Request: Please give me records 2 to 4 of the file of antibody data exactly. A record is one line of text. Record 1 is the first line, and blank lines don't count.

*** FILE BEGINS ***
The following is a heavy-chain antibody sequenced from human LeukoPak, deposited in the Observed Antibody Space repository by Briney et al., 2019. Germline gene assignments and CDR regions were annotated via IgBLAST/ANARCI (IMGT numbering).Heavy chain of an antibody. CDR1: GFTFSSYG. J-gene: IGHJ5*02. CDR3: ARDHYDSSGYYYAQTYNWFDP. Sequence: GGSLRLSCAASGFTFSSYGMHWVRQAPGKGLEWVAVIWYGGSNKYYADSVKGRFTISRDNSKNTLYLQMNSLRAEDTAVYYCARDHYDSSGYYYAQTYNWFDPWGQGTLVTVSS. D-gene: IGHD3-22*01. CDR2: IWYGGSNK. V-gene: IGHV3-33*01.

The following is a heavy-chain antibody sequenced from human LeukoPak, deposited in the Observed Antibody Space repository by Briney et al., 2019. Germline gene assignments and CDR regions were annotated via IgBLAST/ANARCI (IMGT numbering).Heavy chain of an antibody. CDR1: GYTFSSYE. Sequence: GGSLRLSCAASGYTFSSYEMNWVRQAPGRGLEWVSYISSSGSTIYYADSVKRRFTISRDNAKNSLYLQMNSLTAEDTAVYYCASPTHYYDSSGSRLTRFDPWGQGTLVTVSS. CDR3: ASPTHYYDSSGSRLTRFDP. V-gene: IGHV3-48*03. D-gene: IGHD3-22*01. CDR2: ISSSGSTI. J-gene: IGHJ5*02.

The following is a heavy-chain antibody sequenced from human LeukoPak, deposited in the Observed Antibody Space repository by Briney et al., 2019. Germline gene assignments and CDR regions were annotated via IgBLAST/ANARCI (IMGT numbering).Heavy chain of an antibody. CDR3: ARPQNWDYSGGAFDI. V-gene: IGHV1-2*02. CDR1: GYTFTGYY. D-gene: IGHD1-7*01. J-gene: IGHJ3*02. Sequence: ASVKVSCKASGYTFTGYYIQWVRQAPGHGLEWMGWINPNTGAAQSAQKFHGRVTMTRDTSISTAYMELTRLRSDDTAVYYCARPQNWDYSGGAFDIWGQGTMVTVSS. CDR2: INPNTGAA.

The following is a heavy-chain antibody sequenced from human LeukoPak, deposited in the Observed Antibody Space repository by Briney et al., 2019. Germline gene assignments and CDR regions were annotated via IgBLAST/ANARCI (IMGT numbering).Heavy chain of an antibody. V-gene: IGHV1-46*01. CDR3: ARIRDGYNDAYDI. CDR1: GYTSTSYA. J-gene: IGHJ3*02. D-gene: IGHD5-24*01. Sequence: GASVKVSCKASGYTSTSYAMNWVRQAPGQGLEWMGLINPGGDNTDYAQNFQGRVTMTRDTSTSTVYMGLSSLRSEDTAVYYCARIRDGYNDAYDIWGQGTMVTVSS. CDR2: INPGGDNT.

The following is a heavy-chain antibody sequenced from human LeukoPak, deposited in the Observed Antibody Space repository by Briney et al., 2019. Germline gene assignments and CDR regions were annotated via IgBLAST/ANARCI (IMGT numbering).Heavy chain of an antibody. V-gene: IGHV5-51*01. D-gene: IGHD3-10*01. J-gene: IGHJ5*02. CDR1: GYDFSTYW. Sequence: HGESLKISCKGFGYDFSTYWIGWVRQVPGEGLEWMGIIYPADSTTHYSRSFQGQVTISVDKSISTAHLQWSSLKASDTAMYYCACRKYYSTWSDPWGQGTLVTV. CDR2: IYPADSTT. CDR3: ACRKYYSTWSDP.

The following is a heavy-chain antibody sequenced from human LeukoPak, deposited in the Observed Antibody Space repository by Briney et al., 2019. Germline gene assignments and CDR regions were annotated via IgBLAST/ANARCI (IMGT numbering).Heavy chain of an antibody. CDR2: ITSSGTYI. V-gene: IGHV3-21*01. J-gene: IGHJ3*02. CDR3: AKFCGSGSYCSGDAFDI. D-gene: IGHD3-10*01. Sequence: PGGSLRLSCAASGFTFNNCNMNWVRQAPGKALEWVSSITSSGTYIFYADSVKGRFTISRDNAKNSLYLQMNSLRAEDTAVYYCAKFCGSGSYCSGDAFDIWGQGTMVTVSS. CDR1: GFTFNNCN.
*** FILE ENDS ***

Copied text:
The following is a heavy-chain antibody sequenced from human LeukoPak, deposited in the Observed Antibody Space repository by Briney et al., 2019. Germline gene assignments and CDR regions were annotated via IgBLAST/ANARCI (IMGT numbering).Heavy chain of an antibody. CDR1: GYTFSSYE. Sequence: GGSLRLSCAASGYTFSSYEMNWVRQAPGRGLEWVSYISSSGSTIYYADSVKRRFTISRDNAKNSLYLQMNSLTAEDTAVYYCASPTHYYDSSGSRLTRFDPWGQGTLVTVSS. CDR3: ASPTHYYDSSGSRLTRFDP. V-gene: IGHV3-48*03. D-gene: IGHD3-22*01. CDR2: ISSSGSTI. J-gene: IGHJ5*02.

The following is a heavy-chain antibody sequenced from human LeukoPak, deposited in the Observed Antibody Space repository by Briney et al., 2019. Germline gene assignments and CDR regions were annotated via IgBLAST/ANARCI (IMGT numbering).Heavy chain of an antibody. CDR3: ARPQNWDYSGGAFDI. V-gene: IGHV1-2*02. CDR1: GYTFTGYY. D-gene: IGHD1-7*01. J-gene: IGHJ3*02. Sequence: ASVKVSCKASGYTFTGYYIQWVRQAPGHGLEWMGWINPNTGAAQSAQKFHGRVTMTRDTSISTAYMELTRLRSDDTAVYYCARPQNWDYSGGAFDIWGQGTMVTVSS. CDR2: INPNTGAA.

The following is a heavy-chain antibody sequenced from human LeukoPak, deposited in the Observed Antibody Space repository by Briney et al., 2019. Germline gene assignments and CDR regions were annotated via IgBLAST/ANARCI (IMGT numbering).Heavy chain of an antibody. V-gene: IGHV1-46*01. CDR3: ARIRDGYNDAYDI. CDR1: GYTSTSYA. J-gene: IGHJ3*02. D-gene: IGHD5-24*01. Sequence: GASVKVSCKASGYTSTSYAMNWVRQAPGQGLEWMGLINPGGDNTDYAQNFQGRVTMTRDTSTSTVYMGLSSLRSEDTAVYYCARIRDGYNDAYDIWGQGTMVTVSS. CDR2: INPGGDNT.